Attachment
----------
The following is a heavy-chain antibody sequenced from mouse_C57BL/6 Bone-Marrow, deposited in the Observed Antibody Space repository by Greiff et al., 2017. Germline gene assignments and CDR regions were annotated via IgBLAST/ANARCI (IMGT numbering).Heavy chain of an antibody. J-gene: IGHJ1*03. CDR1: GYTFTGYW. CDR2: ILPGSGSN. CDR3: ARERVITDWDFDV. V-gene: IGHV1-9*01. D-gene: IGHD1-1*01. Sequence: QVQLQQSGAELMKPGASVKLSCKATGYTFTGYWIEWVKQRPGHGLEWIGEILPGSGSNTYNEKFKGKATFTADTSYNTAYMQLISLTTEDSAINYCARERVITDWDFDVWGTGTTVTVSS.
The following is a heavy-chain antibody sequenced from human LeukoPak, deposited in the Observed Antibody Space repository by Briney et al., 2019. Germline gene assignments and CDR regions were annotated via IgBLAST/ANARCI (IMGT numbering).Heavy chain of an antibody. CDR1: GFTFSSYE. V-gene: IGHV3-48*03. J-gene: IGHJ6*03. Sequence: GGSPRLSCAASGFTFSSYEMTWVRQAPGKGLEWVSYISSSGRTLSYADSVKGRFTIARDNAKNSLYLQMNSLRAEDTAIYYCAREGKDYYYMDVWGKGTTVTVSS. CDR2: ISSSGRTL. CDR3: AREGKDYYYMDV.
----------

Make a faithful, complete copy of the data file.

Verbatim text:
The following is a heavy-chain antibody sequenced from mouse_C57BL/6 Bone-Marrow, deposited in the Observed Antibody Space repository by Greiff et al., 2017. Germline gene assignments and CDR regions were annotated via IgBLAST/ANARCI (IMGT numbering).Heavy chain of an antibody. J-gene: IGHJ1*03. CDR1: GYTFTGYW. CDR2: ILPGSGSN. CDR3: ARERVITDWDFDV. V-gene: IGHV1-9*01. D-gene: IGHD1-1*01. Sequence: QVQLQQSGAELMKPGASVKLSCKATGYTFTGYWIEWVKQRPGHGLEWIGEILPGSGSNTYNEKFKGKATFTADTSYNTAYMQLISLTTEDSAINYCARERVITDWDFDVWGTGTTVTVSS.
The following is a heavy-chain antibody sequenced from human LeukoPak, deposited in the Observed Antibody Space repository by Briney et al., 2019. Germline gene assignments and CDR regions were annotated via IgBLAST/ANARCI (IMGT numbering).Heavy chain of an antibody. CDR1: GFTFSSYE. V-gene: IGHV3-48*03. J-gene: IGHJ6*03. Sequence: GGSPRLSCAASGFTFSSYEMTWVRQAPGKGLEWVSYISSSGRTLSYADSVKGRFTIARDNAKNSLYLQMNSLRAEDTAIYYCAREGKDYYYMDVWGKGTTVTVSS. CDR2: ISSSGRTL. CDR3: AREGKDYYYMDV.